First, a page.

Awesome Sauce Designs is a Vancouver based business created out of the quirky imagination of Corinne Leroux. She is a maker of unique gifts, greeting cards, and stained glass art. She will be demoing how to build a stained glass sun catchers from start to finish using the copper foil method. The projects will be started with a simple pattern and will demonstrate cutting the glass pieces to shape, using the glass grinder, foiling the pieces, and soldering everything together to complete a few finished pieces throughout the weekend.
Drop by her booth to see works and progress and inquire about learning how to do stained glass yourself. She now offers introductory classes twice a month at Maker Labs. She will also have some completed items available for sale.
Meet Jim Anderson who runs Anderson Prototypes.
Jim is a returning maker to this year’s faire and always brings an exciting collection of tools and machines from his shop in Port Moody. A long time machinist, Jim branched out on his own about nine years ago helping individuals and companies realize their ideas using his wide array of skills and tools.
If you can dream it, Jim can help you make it a reality. A self described ‘possibility generator’ (which is an awesome title for what he does), Jim’s work for his clients have covered the gamut from specialized hand tools, movie props, metal stays for bustiers, signage, and hundreds of other items even including a custom wheelchair for a dog that lost his legs. This variety helps Jim keep his creative juices flowing to bring his ideas and wealth of knowledge to his client’s projects.
He’s planning on bringing more machines this year for his biggest booth yet which will be operating throughout the weekend event.
In addition to showing how his CNC mill can quickly mill out a hands in wood for attendees, Jim will also be showcasing a number of different manufacturing methods using the other machines on display in his booth.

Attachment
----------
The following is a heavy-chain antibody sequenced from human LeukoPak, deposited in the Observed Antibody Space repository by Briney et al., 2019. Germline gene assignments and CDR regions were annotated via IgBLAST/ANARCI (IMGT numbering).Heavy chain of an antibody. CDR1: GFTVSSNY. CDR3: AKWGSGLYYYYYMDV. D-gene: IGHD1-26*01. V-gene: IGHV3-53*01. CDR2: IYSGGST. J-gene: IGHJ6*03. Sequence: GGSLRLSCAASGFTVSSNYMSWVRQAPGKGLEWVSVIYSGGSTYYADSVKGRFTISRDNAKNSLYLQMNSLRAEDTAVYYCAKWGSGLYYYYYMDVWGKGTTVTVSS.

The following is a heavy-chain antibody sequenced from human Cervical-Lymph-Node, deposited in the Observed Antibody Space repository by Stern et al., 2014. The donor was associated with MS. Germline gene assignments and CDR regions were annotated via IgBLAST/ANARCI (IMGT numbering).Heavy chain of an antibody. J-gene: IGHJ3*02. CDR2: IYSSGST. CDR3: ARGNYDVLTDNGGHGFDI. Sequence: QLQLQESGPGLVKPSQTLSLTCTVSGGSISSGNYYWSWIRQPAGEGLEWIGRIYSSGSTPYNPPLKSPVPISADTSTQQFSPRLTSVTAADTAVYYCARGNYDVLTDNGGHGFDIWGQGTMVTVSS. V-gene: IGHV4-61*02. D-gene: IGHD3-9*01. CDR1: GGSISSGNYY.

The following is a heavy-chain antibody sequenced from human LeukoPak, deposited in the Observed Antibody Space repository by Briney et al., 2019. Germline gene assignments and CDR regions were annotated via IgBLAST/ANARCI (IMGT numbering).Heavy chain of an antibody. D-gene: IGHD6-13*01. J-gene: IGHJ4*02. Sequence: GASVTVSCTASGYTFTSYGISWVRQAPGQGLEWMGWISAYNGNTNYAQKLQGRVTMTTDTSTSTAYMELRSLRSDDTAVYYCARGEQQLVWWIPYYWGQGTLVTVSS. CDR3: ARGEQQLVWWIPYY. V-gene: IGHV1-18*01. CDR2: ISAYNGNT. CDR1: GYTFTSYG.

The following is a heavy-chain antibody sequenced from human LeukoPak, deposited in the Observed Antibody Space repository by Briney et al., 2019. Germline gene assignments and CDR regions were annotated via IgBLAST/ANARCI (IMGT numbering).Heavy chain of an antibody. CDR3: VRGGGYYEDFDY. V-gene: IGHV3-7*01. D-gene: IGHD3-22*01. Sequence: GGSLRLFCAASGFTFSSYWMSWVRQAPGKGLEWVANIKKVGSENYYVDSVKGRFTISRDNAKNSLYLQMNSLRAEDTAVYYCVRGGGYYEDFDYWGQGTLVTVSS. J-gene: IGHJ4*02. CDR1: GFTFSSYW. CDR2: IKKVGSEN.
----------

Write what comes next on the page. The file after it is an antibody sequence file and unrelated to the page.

He’s also got a few interesting giveaways planned for the faire so make sure you stop by and get the scoop from Jim directly this June!
Check out Jim’s website for more examples of the projects he works on.
Jim of Anderson Prototypes has been exhibiting at Vancouver Mini Maker Faire for the past three years. He can build almost anything with his CNC milling machines and you’ll get to see that at his exhibit. It takes a truck with a crane just to get these massive machines to the PNE Forum, but he loves the Maker community.
What do you Make?
I am a creator of fine crafted and machined components and assemblies, as well as as custom machinery.
What are you exhibiting at this year’s Faire?
I am having a live CNC Milling Demonstration. Using 2 industrial quality CNC milling machines that were taken right off my businesses floor. We will be cutting wood products, so we don’t have to worry about the safety issues with milling steel, and the hot chips it produces.
Every year, I hear that you have to bring in a truck with a crane to transport your CNC milling machines to the PNE. What is a CNC milling machine and how does it work?
True, I have a HIAB crane-truck that transports these machines. Milling machines are tools designed to machine metal, wood, and other materials. With the use of a CNC (computor numerical control) control the machine can dynamically move the cutting tool and the work, to create a unique feature, and then do it repeatedly if desired. Programmed in a machine code language, the machine gets orders in short sentence instructions. This program might have 50,000 individual instructions for the machine to perform in one program, and possibly 100s of programs to run in a specific order and with specific tools to accomplish a finish part. Its almost limitless what you can create with these CNC machines.
If you’ve been to Vancouver Mini Maker Faire before, you might have noticed the amazing quilts on display at the Vancouver Modern Quilt Guild. These aren’t your grandmothers’s quilts (though those are nice too!). Members take inspiration from the zeitgeist, and that includes technology too. We talked with Felicity Ronaghan, long-time member, about the modern craft of quilting and the community of a guild.
Where do you find your inspiration for quilt designs?
Everywhere! Mid-century modern design in particular tends to have a big influence on modern quilters. The clean lines of minimalist designs are really exciting. I recently looked through a book of tile patterns that really stimulated my imagination. And right now I’m working on a quilt that is a pixelated self-portrait.
Felicity Ronaghan’s Burst of Colour
Posted in Meet your Makers, Vancouver Mini Maker Faire 2015
Tagged art, artists, community, crafts, creativity, DIY, makers, quilting, textile arts, vancouver